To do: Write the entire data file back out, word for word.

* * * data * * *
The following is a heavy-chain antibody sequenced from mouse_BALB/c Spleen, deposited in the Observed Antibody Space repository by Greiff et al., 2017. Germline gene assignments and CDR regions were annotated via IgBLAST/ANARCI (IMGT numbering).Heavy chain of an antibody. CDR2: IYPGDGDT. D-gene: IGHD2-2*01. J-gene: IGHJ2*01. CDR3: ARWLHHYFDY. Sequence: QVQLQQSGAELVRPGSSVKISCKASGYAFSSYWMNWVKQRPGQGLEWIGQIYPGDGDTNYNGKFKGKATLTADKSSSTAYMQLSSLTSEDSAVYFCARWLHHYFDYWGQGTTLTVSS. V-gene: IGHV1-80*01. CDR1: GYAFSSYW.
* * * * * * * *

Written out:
The following is a heavy-chain antibody sequenced from mouse_BALB/c Spleen, deposited in the Observed Antibody Space repository by Greiff et al., 2017. Germline gene assignments and CDR regions were annotated via IgBLAST/ANARCI (IMGT numbering).Heavy chain of an antibody. CDR2: IYPGDGDT. D-gene: IGHD2-2*01. J-gene: IGHJ2*01. CDR3: ARWLHHYFDY. Sequence: QVQLQQSGAELVRPGSSVKISCKASGYAFSSYWMNWVKQRPGQGLEWIGQIYPGDGDTNYNGKFKGKATLTADKSSSTAYMQLSSLTSEDSAVYFCARWLHHYFDYWGQGTTLTVSS. V-gene: IGHV1-80*01. CDR1: GYAFSSYW.